•   Overcoming societal expectations about mothers who start their own businesses: 26%

•   Navigating discrimination or bias: 18%

Having help at home in the form of a partner or other adults can go a long way, but 37% of respondents, the largest group, said it was mostly them alone left with the mental load of home responsibilities. However, an even split between the respondent and their partner came in a close second at 35%.

When the mompreneurs did get help, the percentages broke down in interesting ways.

Here’s how partners and extended family members offered support (multiple selections were possible):

•   Assisting with childcare during work hours: 30%

•   Providing emotional support: 20%

•   Collaborating on business-related tasks: 16%

•   Helping with housework: 14%

•   Offering financial assistance: 11%

In terms of stress relief, respondents said they balanced self-care with roles as parent and entrepreneur:

•   Participating in hobbies or leisure activities: 51%

•   Scheduled breaks and downtime: 47%

•   Regular exercise or physical activity: 45%

•   Seeking professional help or counseling: 40%

Gender Disparities Revealed

While women-owned businesses are more prevalent in America than ever before, our respondents said that they experience inequity.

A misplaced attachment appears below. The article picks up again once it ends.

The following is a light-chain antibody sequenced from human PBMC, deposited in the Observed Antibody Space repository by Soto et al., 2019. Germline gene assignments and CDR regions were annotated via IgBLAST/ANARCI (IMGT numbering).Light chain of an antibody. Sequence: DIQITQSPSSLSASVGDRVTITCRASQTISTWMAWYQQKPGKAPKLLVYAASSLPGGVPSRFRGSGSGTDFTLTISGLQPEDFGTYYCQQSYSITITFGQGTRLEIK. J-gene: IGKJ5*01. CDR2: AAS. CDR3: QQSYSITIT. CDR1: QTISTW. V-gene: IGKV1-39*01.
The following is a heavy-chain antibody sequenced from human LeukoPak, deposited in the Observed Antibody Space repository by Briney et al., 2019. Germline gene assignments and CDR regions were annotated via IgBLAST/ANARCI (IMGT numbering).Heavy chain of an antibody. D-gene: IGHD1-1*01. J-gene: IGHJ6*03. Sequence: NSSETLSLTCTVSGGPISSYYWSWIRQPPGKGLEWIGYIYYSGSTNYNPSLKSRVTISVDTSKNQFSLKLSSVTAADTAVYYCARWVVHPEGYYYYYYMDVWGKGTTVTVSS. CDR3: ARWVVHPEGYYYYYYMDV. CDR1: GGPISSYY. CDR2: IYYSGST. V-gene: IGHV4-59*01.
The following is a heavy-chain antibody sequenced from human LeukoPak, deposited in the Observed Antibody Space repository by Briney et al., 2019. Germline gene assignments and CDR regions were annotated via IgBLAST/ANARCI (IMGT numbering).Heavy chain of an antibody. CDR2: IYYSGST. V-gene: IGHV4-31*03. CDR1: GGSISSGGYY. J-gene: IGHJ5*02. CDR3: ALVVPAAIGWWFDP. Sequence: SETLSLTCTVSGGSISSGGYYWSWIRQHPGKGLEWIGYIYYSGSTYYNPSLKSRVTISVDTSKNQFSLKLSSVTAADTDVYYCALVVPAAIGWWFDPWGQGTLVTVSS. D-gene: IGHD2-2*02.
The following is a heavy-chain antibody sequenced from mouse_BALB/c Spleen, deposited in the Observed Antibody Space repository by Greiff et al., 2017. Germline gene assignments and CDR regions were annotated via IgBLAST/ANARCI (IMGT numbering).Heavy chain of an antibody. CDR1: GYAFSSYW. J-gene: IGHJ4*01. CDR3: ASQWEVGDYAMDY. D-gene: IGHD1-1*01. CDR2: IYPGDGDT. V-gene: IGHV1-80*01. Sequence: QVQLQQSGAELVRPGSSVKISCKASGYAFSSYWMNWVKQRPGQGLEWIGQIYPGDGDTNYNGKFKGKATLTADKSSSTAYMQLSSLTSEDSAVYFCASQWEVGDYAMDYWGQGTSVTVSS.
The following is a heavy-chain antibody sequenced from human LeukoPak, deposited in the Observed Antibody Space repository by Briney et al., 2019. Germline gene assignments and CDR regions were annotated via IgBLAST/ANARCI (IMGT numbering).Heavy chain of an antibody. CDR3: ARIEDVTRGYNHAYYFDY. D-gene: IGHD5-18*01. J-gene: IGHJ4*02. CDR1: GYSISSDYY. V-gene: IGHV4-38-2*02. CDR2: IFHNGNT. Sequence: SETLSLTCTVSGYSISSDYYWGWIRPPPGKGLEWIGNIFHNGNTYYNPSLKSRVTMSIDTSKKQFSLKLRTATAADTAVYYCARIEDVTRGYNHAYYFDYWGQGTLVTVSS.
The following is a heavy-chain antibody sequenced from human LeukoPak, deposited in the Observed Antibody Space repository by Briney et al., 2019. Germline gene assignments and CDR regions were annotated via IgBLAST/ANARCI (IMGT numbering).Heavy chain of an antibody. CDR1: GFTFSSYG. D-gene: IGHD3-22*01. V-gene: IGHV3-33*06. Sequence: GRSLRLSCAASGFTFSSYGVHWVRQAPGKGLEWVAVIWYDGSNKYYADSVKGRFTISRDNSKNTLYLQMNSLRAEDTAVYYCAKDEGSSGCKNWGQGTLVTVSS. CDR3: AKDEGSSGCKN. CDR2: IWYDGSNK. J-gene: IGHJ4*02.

More than two in five respondents (42%) said they felt that entrepreneurs who are mothers are treated differently than entrepreneurs who are fathers. Only one in five (21%) said they thought mothers and fathers who owned business were treated equally.

More than 60% of mompreneurs said they felt “judged by others for pursuing entrepreneurial goals while being a parent.”

Making matters worse, the respondents said that this disapproval came into play if they sought financial support to grow their business.

When asked if they felt that being an entrepreneur and parent has affected their access to venture capital or other forms of financial support for their business, they answered:

•   Yes: 43%

•   No: 34%

•   I haven’t tried to secure additional funding for my business: 21%

The Takeaway

Women own 13.8 million businesses in the United States, making up 39.1% of all businesses. Their numbers keep growing, yet nearly half of these mompreneurs feel society treats them differently than owners who are fathers, and balancing work and home is a challenge.